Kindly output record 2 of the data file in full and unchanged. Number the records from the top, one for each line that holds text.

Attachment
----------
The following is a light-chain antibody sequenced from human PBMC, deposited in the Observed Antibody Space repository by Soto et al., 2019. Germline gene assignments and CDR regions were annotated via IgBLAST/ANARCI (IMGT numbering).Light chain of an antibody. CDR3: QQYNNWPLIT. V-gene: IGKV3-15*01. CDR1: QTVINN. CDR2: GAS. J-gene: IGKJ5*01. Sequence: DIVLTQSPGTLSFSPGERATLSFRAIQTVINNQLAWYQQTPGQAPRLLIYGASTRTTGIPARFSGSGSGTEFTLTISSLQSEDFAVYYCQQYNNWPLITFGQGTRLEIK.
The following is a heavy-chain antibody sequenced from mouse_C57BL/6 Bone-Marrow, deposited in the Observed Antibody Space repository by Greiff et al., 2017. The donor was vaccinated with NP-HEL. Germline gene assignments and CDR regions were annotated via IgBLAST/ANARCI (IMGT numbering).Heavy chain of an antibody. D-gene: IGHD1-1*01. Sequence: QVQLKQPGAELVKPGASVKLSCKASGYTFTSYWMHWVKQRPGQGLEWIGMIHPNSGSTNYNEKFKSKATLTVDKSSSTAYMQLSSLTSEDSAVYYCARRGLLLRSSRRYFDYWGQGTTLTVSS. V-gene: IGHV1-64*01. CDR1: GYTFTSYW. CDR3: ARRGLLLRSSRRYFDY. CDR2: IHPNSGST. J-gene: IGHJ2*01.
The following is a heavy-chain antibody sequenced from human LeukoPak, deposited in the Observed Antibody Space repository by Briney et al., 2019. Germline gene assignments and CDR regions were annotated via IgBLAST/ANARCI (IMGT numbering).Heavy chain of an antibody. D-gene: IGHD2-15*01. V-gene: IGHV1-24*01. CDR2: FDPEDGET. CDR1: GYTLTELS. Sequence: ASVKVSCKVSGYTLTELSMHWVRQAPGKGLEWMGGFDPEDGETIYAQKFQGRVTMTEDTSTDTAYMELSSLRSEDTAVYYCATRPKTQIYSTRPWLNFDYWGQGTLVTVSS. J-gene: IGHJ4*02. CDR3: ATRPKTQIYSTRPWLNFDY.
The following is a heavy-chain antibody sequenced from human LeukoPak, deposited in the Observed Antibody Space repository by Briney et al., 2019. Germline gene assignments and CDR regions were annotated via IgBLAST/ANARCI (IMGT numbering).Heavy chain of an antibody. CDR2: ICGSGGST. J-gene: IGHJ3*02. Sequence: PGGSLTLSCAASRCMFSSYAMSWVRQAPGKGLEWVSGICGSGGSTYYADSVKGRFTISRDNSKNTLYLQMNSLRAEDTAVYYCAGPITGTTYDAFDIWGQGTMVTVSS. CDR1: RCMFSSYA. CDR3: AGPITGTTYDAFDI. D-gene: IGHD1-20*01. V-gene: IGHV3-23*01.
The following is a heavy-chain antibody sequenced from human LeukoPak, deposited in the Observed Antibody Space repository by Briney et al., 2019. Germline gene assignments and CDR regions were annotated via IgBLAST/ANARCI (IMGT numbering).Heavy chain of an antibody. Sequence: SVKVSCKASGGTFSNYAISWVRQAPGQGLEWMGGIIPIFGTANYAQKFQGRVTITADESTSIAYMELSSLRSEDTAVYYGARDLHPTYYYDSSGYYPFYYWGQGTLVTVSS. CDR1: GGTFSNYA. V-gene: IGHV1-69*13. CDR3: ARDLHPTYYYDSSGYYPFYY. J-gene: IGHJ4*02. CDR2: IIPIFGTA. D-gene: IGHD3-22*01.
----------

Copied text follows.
The following is a heavy-chain antibody sequenced from mouse_C57BL/6 Bone-Marrow, deposited in the Observed Antibody Space repository by Greiff et al., 2017. The donor was vaccinated with NP-HEL. Germline gene assignments and CDR regions were annotated via IgBLAST/ANARCI (IMGT numbering).Heavy chain of an antibody. D-gene: IGHD1-1*01. Sequence: QVQLKQPGAELVKPGASVKLSCKASGYTFTSYWMHWVKQRPGQGLEWIGMIHPNSGSTNYNEKFKSKATLTVDKSSSTAYMQLSSLTSEDSAVYYCARRGLLLRSSRRYFDYWGQGTTLTVSS. V-gene: IGHV1-64*01. CDR1: GYTFTSYW. CDR3: ARRGLLLRSSRRYFDY. CDR2: IHPNSGST. J-gene: IGHJ2*01.